Reaction to post on academia and social media

Source:  Reaction to post on academia and social media    Tag:  hyperaldosteronism
"Should social media accomplishments be recognized by academia?" a post of mine from October 4th, generated some lively discussion on Twitter.

Here are a few of the more interesting responses:

@ashishkjha Important question from @Skepticscalpel Should academia value impact on social media? Yes. And it's coming. Slowly.

@MartinSGaynor Science comes 1st, 2nd, 3rd.. MT @ashishkjha Important Q: @Skepticscalpel Shld academia value impact on social media?

@ashishkjha agree how to measure impact a key question. Eye balls can't be enough. But too important a question to ignore.

‏@DoctorTennyson Yes-I think social media has a role for #publichealth, #education, and fosters collaboration. More than obscure journals

@NirajGusani still you add value to your dept -how do/should they measure it?

‏@gorskon Heck, at @ScienceBasedMed, we get 1M page views a month, but I get no credit.

@gorskon I agree though. For the most part, social media harms, not helps, academic career.

@gorskon Cranks complaining to my chair & cancer center director don't help.

@gorskon If I ever want to change jobs, Google searches will likely harm, not help, prospects

@Nadia_EMPharmD We actually asked this very question in a study we published this past year:

‏@JBMatthews Academic tracks have been modernized in many places including ours; beyond # of publcns.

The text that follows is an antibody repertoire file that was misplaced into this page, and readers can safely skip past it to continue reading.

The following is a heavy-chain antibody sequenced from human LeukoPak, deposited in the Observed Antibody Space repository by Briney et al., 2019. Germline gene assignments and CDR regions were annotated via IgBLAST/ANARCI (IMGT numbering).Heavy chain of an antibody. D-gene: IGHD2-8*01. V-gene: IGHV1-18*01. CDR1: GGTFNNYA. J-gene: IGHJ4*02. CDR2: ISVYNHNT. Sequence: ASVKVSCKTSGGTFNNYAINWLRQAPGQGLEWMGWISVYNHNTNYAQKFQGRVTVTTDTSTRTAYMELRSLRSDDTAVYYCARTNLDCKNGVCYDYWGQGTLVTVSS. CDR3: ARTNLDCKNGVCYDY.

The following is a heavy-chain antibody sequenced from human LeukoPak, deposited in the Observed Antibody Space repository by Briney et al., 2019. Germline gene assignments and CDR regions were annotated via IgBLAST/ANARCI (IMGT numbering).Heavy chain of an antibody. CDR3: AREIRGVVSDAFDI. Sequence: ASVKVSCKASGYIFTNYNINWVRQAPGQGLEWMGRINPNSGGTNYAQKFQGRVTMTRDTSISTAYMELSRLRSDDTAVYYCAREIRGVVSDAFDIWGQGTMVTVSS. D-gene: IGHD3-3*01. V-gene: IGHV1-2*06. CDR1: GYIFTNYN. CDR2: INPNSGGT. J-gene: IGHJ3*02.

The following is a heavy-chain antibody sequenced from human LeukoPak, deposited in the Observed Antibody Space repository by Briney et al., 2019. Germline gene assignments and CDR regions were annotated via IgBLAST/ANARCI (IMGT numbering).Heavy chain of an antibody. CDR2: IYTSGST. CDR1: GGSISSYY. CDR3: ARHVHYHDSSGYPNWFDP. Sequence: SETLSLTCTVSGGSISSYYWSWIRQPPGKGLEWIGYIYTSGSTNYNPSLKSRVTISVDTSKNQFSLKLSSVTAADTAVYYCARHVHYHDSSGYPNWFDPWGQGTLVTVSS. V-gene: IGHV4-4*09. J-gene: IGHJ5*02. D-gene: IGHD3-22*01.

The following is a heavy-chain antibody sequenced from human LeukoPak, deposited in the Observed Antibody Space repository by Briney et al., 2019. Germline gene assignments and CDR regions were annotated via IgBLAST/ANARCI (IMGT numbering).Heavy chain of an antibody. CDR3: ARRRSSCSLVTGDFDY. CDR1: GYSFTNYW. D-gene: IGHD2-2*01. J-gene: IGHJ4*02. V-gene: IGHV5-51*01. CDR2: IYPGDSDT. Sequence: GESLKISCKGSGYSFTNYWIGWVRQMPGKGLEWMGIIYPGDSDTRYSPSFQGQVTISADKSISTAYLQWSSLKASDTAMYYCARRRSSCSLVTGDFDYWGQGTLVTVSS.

@JBMatthews As a journal editor and department chair, I believe it's starting to "count"

‏@nataliestavas We should study what has more meaningful impact, # of twitter followers or an article in the @NEJM

Most agreed that social media activity should count for something, but quantifying that something may be difficult. A certain number of followers or page views would not necessarily signify value.

Via email, Dr. Jeffrey B. Matthews, Dallas B. Phemister Professor and Chairman of the Department of Surgery at the University of Chicago, said his school of medicine created a new track for faculty that does not require traditional scholarship for academic promotion. It is non-tenure (tenure still requires traditional discovery and traditional measures of impact and importance), but there is otherwise no distinction of title.

To advance to professor requires evidence that the faculty member is outstanding. The chair and faculty committee must define what "outstanding" means, whether it is distinction in clinical practice like a high-volume, high-complexity specialty or a national draw of patients, in educational leadership such as a program director with leadership roles at APDS, ABS, RRC, or "other."

He added, "I would have ZERO trouble convincing our promotions committee that a high visibility blog with high traffic views that had evidence of thought leadership in the public domain would qualify as high impact and outstanding. And that is at the University of Chicago."

What do you think of the University of Chicago's progressive stance?

Have any other schools taken such steps?